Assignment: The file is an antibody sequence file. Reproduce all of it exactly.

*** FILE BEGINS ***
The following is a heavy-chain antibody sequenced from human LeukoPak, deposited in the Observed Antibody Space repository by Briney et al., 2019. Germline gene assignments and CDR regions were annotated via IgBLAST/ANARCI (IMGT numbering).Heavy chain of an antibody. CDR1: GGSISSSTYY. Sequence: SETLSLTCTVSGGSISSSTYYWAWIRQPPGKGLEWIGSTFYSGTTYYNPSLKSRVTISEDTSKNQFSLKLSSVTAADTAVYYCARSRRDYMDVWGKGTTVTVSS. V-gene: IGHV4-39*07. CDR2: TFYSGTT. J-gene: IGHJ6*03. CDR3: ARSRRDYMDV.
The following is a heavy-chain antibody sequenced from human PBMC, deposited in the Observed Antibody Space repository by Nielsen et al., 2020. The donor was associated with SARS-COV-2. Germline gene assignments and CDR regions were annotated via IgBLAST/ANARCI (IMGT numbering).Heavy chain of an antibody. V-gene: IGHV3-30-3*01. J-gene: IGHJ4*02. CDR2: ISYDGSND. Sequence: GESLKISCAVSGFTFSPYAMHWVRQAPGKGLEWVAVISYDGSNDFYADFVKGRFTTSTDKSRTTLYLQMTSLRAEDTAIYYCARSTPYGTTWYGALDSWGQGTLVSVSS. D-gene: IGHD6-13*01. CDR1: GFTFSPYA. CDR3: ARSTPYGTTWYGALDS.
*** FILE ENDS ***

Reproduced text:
The following is a heavy-chain antibody sequenced from human LeukoPak, deposited in the Observed Antibody Space repository by Briney et al., 2019. Germline gene assignments and CDR regions were annotated via IgBLAST/ANARCI (IMGT numbering).Heavy chain of an antibody. CDR1: GGSISSSTYY. Sequence: SETLSLTCTVSGGSISSSTYYWAWIRQPPGKGLEWIGSTFYSGTTYYNPSLKSRVTISEDTSKNQFSLKLSSVTAADTAVYYCARSRRDYMDVWGKGTTVTVSS. V-gene: IGHV4-39*07. CDR2: TFYSGTT. J-gene: IGHJ6*03. CDR3: ARSRRDYMDV.
The following is a heavy-chain antibody sequenced from human PBMC, deposited in the Observed Antibody Space repository by Nielsen et al., 2020. The donor was associated with SARS-COV-2. Germline gene assignments and CDR regions were annotated via IgBLAST/ANARCI (IMGT numbering).Heavy chain of an antibody. V-gene: IGHV3-30-3*01. J-gene: IGHJ4*02. CDR2: ISYDGSND. Sequence: GESLKISCAVSGFTFSPYAMHWVRQAPGKGLEWVAVISYDGSNDFYADFVKGRFTTSTDKSRTTLYLQMTSLRAEDTAIYYCARSTPYGTTWYGALDSWGQGTLVSVSS. D-gene: IGHD6-13*01. CDR1: GFTFSPYA. CDR3: ARSTPYGTTWYGALDS.